'Vice' star Alison Pill says ‘conservatives would write off’ Dick Cheney’s gay daughter Mary as a politician today

Alison Pill said she doesn't believe the Republican party would accept an openly gay female right-wing politician in today’s climate.

The former child actress, who portrays Dick Cheney’s second daughter Mary in the political biopic “Vice,” told Fox News there is no way Mary would be supported by any party if she were in politics today.

“No. I think again the same issues have gotten even more stringent – you know the kind of boxes that people are in where she would not be liberal enough to be a gay candidate for a liberal, and she’s gay so most conservatives would write her off automatically,” Pill, 33, told Fox News Tuesday at the “Vice” world premiere in Beverly Hills, Calif.

“Maybe there’s a tiny market somewhere in a slightly more urban, midwestern state – that combination would work, and I wish you could have somebody who’s fiscally conservative and legitimately doesn’t want taxes and is also gay, and that would be okay,” she added.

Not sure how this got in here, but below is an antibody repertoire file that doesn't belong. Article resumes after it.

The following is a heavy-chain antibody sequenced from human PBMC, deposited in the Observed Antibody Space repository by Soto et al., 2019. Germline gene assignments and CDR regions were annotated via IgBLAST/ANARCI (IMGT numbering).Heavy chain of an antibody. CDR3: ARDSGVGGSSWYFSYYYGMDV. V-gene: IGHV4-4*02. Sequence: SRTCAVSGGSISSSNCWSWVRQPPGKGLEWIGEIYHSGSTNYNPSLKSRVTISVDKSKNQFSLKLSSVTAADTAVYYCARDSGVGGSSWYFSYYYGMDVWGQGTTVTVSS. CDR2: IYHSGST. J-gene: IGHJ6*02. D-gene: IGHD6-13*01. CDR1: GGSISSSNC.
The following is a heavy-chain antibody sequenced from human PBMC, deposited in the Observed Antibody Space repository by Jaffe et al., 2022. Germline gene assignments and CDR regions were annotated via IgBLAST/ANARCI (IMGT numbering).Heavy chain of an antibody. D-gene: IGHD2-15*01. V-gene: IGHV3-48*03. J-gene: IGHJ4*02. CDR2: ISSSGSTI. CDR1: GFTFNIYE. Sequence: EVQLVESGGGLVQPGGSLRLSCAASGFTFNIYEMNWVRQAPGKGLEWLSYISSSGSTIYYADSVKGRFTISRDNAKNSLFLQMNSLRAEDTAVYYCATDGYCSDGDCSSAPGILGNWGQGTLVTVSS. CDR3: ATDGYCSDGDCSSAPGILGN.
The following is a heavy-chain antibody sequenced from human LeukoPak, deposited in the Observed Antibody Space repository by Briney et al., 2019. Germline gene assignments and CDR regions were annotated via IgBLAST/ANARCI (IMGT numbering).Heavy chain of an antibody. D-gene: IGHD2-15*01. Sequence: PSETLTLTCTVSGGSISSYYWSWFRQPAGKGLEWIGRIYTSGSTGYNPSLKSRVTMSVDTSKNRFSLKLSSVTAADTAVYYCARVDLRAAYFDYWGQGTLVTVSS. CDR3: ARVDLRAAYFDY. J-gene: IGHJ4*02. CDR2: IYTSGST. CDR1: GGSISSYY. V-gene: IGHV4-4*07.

The “Newsroom” alum took things a step further and noted that in researching Cheney’s history she believes that had it not been for Mary’s sexual preferences, she would have been the ultimate GOP representative.

“I think in reading her memoir and in thinking and talking it over with ['Vice' director] Adam [McKay] – we realized that she, probably more than her sister [Liz], would have been a perfect politician,” Pill explained. “If she wasn’t a Republican and gay, it could have been a different story for her. And the kind of pain of that, ‘Aww, man – if there’s only a world where you can be more than one thing.’”

Richard Cheney, as US Vice President, sworn in by Speaker of the House Dennis Hastert, as wife Lynne and daughters Mary and Elizabeth watch, US Capitol, Washington DC in 2005.

Richard Cheney, as US Vice President, sworn in by Speaker of the House Dennis Hastert, as wife Lynne and daughters Mary and Elizabeth watch, US Capitol, Washington DC in 2005. (AP)

Liz Cheney, 52, has held numerous positions in the U.S. State Department and the George W. Bush administration and briefly challenged three-term incumbent Mike Enzi for the Senate in Wyoming in 2014 before dropping out of the race.

In November, Liz Cheney was re-elected as the only member of the House of Representatives from Wyoming, defeating Democrat Greg Hunter.